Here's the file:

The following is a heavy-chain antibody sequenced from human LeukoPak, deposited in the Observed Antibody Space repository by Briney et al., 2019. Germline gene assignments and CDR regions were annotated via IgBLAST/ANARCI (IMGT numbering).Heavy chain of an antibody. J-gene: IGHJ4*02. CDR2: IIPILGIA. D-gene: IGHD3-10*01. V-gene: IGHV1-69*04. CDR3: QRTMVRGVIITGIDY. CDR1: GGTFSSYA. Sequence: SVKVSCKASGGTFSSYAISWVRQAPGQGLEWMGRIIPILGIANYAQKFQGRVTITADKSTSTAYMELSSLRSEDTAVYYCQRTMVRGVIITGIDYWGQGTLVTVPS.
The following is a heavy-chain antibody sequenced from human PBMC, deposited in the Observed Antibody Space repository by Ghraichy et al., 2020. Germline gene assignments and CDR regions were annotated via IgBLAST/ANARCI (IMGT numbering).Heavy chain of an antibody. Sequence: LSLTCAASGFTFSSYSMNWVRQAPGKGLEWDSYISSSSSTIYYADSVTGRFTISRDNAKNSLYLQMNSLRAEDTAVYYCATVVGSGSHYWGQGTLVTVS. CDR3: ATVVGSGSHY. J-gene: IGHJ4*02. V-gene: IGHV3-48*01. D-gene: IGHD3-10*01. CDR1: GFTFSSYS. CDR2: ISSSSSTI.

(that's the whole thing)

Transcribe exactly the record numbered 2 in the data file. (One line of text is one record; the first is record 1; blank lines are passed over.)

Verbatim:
The following is a heavy-chain antibody sequenced from human PBMC, deposited in the Observed Antibody Space repository by Ghraichy et al., 2020. Germline gene assignments and CDR regions were annotated via IgBLAST/ANARCI (IMGT numbering).Heavy chain of an antibody. Sequence: LSLTCAASGFTFSSYSMNWVRQAPGKGLEWDSYISSSSSTIYYADSVTGRFTISRDNAKNSLYLQMNSLRAEDTAVYYCATVVGSGSHYWGQGTLVTVS. CDR3: ATVVGSGSHY. J-gene: IGHJ4*02. V-gene: IGHV3-48*01. D-gene: IGHD3-10*01. CDR1: GFTFSSYS. CDR2: ISSSSSTI.